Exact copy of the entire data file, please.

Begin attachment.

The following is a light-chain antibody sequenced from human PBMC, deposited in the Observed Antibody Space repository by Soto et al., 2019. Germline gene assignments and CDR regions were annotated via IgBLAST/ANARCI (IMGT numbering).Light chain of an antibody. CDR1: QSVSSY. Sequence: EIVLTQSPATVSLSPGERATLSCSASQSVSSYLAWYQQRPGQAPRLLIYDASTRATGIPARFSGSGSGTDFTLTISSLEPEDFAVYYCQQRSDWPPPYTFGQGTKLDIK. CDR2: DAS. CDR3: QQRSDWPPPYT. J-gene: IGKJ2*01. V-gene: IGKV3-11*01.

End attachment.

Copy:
The following is a light-chain antibody sequenced from human PBMC, deposited in the Observed Antibody Space repository by Soto et al., 2019. Germline gene assignments and CDR regions were annotated via IgBLAST/ANARCI (IMGT numbering).Light chain of an antibody. CDR1: QSVSSY. Sequence: EIVLTQSPATVSLSPGERATLSCSASQSVSSYLAWYQQRPGQAPRLLIYDASTRATGIPARFSGSGSGTDFTLTISSLEPEDFAVYYCQQRSDWPPPYTFGQGTKLDIK. CDR2: DAS. CDR3: QQRSDWPPPYT. J-gene: IGKJ2*01. V-gene: IGKV3-11*01.